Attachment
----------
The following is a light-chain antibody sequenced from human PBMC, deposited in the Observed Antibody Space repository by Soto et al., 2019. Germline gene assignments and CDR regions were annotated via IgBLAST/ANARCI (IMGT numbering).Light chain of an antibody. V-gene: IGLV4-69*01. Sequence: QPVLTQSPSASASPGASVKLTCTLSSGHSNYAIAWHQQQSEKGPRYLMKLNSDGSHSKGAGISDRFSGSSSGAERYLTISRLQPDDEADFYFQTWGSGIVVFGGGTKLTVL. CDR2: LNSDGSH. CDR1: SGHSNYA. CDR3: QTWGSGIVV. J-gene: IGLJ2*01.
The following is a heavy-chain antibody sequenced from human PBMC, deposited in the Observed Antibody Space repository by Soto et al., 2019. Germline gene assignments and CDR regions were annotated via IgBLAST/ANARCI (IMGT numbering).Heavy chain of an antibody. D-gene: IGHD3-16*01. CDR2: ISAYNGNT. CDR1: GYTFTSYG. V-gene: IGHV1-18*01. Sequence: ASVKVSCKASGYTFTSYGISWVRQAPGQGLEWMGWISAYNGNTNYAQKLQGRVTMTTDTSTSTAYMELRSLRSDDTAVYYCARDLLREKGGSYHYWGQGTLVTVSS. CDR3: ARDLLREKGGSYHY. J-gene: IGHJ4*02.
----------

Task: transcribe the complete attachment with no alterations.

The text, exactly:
The following is a light-chain antibody sequenced from human PBMC, deposited in the Observed Antibody Space repository by Soto et al., 2019. Germline gene assignments and CDR regions were annotated via IgBLAST/ANARCI (IMGT numbering).Light chain of an antibody. V-gene: IGLV4-69*01. Sequence: QPVLTQSPSASASPGASVKLTCTLSSGHSNYAIAWHQQQSEKGPRYLMKLNSDGSHSKGAGISDRFSGSSSGAERYLTISRLQPDDEADFYFQTWGSGIVVFGGGTKLTVL. CDR2: LNSDGSH. CDR1: SGHSNYA. CDR3: QTWGSGIVV. J-gene: IGLJ2*01.
The following is a heavy-chain antibody sequenced from human PBMC, deposited in the Observed Antibody Space repository by Soto et al., 2019. Germline gene assignments and CDR regions were annotated via IgBLAST/ANARCI (IMGT numbering).Heavy chain of an antibody. D-gene: IGHD3-16*01. CDR2: ISAYNGNT. CDR1: GYTFTSYG. V-gene: IGHV1-18*01. Sequence: ASVKVSCKASGYTFTSYGISWVRQAPGQGLEWMGWISAYNGNTNYAQKLQGRVTMTTDTSTSTAYMELRSLRSDDTAVYYCARDLLREKGGSYHYWGQGTLVTVSS. CDR3: ARDLLREKGGSYHY. J-gene: IGHJ4*02.